Post-Filing: Every corporation earning gross income from sources within the state, except for those corporations that are specifically exempted, must file a corporation net income tax return. A corporation may elect to file a consolidated Alaska return with its affiliates. The Alaska return is due 30 days after the due date of the Federal Tax Return. The tax due must be paid by the 15th day of the third month following the close of the tax year. Form 04-611 is the prescribed form on which the Alaska Corporation Net Income Tax. However, those corporations engaged in oil and gas production or pipeline transportation must use Form 04-650. The forms may be obtained by contacting the Alaska Department of Revenue, Tax Division.

    Foreign Qualifications, Generally

    A business entity is initially recognized as a legal entity only in its state of incorporation or formation. If the company plans to "do business" in any other state, it must qualify or register before doing so. State laws, found at LeapLaw's Corporate/LLC Connection provide requirements for business entities doing business in each state.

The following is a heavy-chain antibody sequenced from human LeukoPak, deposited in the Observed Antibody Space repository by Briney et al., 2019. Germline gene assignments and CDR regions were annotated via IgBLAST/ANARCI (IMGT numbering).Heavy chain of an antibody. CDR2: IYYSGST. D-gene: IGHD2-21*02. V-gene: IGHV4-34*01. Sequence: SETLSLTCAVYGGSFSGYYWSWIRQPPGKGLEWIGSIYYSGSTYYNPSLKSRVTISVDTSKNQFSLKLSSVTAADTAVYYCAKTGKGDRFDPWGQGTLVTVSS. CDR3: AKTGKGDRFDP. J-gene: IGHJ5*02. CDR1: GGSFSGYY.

For more information regarding doing business in foreign states, see LeapLaw's Foreign Qualification Best Practice Summary.


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    LLC Formation Summary (Alaska)
    Pursuant to the Alaska Revised Limited Liability Company Act (AK Statute § 10.50-1 et seq. ), a limited liability company forming in Alaska files Domestic LLC Articles of Organization with the Alaska Department of Commerce and Economic Development (DCED).

    LLC Name: The LLC name must contain "limited liability company" "L.L.C." or "LLC" "limited" may be "Ltd." and "company" may be "Co."

    No. of Members: The LLC may have 1 member.

    Purpose of Business: Articles must include a brief nature of business, need not be specific.

    NACIS Code: NACIS code must be provided; list attached to application.

    Execution and Filing: Signed by "organizer(s)" and executed by the resident agent. Must be signed by at least one organizer. One copy of the articles and supplemental filing is filed with the DCED.

    Online: Filing articles of organization can be done online.

    Filing Fee: $250.00 payable to Alaska Department of Commerce and Economic Development (DCED).

    LLC Formation, Generally

    A limited liability company (LLC) is an entity created by state statute offering limited liability protection to its members (owners) similar to that enjoyed by stockholders of a corporation. LLC statutes exist in all 50 states.

    LeapLaw's LLC/LLP Checklist identifies the information needed for an LLC formation.

    A complete formation process generally consists of:

  • Determining name availability and possibly reserving the name

  • Performing trademark, trade name and domain name preliminary or full searches